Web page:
... Thus showing that even immortal beings of nearly godlike power should use their spelling and grammar checker...
All joking aside... Nien, if you join the site and sign in, you can edit comments you make.
I apologise if I'm being too critical, but your comment was kind of out of place. The site has better places for writing like that: It would fit in well on some of the forums, but the comments here are meant to add to the submission. Your comment isn't really about interesting non-magical weapons, is it?
Also, you had a lot of grammar and spelling mistakes. If you use a spellchecker, you can get rid of most of those. I usually write my longer comments and subs in Microsoft Word, then cut and paste them onto the site's workspace. This reduces the number of mistakes I make. Go to Comment
This one doesn't ring very true to me. It's a good idea, but generic "EEEvullll" is rare. Far, far more common is the self-deluded evil that believes it's different because its goals are "good": The bigot, acting to ensure the "purity" of his land; the zealot, who believes that all infidels must convert or die; the revolutionary, who believes that any sacrifice is worthwhile to bring about change; the fascist, who believes that only a strong central government can correct the wrongs of the past. While there are people out there that are truly, sociopathically evil, they often cloak their ideas in a facade of self-justification.
"Evil" toys would often reflect the backgrounds of their creators: Noble toy knights and nasty toy peasants that suggest that the peasants "need to learn their place"; Religious themed toys that subtly emphasize the truth (or hypocrisy) of a faith; dolls that make one group look good and kind, while another group is depicted as ugly, stupid menials.
In a land where supernatural evil is aggressively present, something like that would be almost inevitable. Go to Comment
Although the description matched a modern item, cosmetics have been in use since the dawn of history. Medieval moralists railed vociferously against cosmetics, pointing out that they were a snare of the devil (as this one apparently is).
Medieval women of the middle class (merchants, yeoman farmers, etc.) would rarely wear cosmetics; an item like this would be associated with the nobility or with courtesans.
In an ancient or medieval setting, the lipstick would be replaced with a small pot of colored ungent, smelling faintly of beeswax and rare spices. It might even be part of a full set of cosmetics: Kohl to outline the eyes, white lead powder to give a pleasingly pale complexion to the face, sprigs of clove for the breath, and rose water or a musky perfume to give a pleasant scent. These might be found with other items: An ivory comb for the hair, a set of picks and a buffing cloth for the teeth, and a mirror of smooth bronze. Go to Comment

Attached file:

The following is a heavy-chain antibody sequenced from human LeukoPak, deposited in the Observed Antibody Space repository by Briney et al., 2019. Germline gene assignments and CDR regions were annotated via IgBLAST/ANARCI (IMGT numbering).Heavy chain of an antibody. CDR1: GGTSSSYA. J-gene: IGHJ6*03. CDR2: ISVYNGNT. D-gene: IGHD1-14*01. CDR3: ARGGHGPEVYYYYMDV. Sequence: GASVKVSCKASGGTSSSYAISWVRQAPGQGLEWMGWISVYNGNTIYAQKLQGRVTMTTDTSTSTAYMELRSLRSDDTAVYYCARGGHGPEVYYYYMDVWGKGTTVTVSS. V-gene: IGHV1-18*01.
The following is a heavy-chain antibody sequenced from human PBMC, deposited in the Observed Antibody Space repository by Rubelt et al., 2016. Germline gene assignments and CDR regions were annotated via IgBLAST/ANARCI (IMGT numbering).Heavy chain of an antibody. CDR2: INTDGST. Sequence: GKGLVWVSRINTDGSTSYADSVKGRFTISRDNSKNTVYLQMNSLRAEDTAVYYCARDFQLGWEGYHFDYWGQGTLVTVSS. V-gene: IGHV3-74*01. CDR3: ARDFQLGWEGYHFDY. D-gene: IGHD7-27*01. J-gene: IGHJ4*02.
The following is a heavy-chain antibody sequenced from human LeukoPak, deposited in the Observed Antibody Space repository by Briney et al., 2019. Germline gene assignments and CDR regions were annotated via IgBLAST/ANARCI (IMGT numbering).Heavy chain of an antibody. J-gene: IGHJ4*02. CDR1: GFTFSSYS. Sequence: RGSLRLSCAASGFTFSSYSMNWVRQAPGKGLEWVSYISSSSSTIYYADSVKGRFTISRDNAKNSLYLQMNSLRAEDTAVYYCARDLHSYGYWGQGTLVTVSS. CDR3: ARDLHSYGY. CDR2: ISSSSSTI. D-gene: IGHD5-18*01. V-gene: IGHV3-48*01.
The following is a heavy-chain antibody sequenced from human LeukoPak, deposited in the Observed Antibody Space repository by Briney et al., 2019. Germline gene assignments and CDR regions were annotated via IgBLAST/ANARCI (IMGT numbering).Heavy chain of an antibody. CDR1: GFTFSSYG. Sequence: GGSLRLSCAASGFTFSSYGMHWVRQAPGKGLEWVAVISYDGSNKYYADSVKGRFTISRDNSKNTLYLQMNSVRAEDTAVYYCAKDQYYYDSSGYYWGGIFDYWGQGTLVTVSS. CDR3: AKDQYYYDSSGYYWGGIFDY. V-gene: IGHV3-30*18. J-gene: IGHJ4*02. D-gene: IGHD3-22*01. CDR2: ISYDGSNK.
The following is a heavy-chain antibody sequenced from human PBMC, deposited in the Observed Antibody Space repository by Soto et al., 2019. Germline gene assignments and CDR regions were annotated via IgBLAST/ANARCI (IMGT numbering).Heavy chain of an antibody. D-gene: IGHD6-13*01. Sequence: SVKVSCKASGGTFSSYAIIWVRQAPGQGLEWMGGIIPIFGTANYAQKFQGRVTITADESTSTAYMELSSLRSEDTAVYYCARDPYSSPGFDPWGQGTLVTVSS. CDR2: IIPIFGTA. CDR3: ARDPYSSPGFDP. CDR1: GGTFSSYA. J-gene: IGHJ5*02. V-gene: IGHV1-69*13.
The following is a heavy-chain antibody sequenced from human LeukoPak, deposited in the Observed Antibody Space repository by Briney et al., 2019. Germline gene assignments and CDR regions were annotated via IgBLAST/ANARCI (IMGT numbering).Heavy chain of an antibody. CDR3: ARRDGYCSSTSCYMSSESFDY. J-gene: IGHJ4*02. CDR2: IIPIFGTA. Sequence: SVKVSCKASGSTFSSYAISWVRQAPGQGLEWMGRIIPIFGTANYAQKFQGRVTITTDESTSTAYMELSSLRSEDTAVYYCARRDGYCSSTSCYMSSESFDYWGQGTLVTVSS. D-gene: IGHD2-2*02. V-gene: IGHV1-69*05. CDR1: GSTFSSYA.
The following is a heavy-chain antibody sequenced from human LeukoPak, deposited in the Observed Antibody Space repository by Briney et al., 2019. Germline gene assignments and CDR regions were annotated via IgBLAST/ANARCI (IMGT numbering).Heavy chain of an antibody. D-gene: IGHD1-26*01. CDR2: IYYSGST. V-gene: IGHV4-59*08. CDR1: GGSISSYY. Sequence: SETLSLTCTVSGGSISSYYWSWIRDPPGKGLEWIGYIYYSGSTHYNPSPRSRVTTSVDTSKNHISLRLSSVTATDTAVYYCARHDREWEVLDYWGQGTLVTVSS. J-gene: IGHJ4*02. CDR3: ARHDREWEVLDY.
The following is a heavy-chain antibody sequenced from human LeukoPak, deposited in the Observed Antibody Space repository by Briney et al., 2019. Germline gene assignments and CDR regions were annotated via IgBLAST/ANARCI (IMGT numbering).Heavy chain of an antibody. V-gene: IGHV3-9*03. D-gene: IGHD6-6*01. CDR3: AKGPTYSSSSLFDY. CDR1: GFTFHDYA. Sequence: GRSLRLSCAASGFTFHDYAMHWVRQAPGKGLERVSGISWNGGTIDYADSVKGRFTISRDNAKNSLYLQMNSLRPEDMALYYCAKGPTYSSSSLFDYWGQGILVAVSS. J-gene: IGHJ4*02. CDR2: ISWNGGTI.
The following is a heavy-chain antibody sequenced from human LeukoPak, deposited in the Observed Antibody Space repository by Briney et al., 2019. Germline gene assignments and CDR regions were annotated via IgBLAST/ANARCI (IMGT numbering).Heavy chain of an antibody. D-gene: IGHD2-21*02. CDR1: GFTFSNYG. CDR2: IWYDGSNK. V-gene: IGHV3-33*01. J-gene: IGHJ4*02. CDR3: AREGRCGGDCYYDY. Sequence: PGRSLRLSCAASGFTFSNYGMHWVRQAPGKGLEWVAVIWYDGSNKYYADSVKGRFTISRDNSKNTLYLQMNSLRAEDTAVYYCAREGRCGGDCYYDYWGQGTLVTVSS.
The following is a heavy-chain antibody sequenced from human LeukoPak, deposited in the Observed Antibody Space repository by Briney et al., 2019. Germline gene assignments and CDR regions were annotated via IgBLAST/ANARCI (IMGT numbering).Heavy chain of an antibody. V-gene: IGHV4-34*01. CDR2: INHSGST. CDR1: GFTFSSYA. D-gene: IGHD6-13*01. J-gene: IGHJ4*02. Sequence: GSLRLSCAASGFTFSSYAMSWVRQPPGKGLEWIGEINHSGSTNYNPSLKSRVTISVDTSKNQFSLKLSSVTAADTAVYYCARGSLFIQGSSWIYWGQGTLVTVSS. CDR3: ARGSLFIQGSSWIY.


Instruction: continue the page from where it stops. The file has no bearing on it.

As her lips touched the cool silver, the Demoselle felt part of her self drawn away. A strange sense of loss touched her, but only for a moment: Straightening up, she felt somehow stronger and more confident. A cynical smile touched her features; no longer would she let her feelings of tenderness or love stand in the way of what she wanted.
Soon, the young men of the Duke's Court would see that the maiden they had known was a woman, and not someone to be taken advantage of.
Perhaps the death of innocence is the cruelest loss of all... Go to Comment
Not bad! A potentially ugly surprise hidden in a fair packeage. Such a "holy text" might be very valuable by itself: I picture "Les Tres Rich Heures" of the Duc de Berri, a breviary decorated with masterfully-painted illumination.
The cult's diabolical information might only be written on some of the pages, to minimize the chance that someone could accidentally realize the text's true nature. If I were such a cultist, the hidden passages would also be written in cipher, to make it as difficult as possible for others to discover my secrets. Go to Comment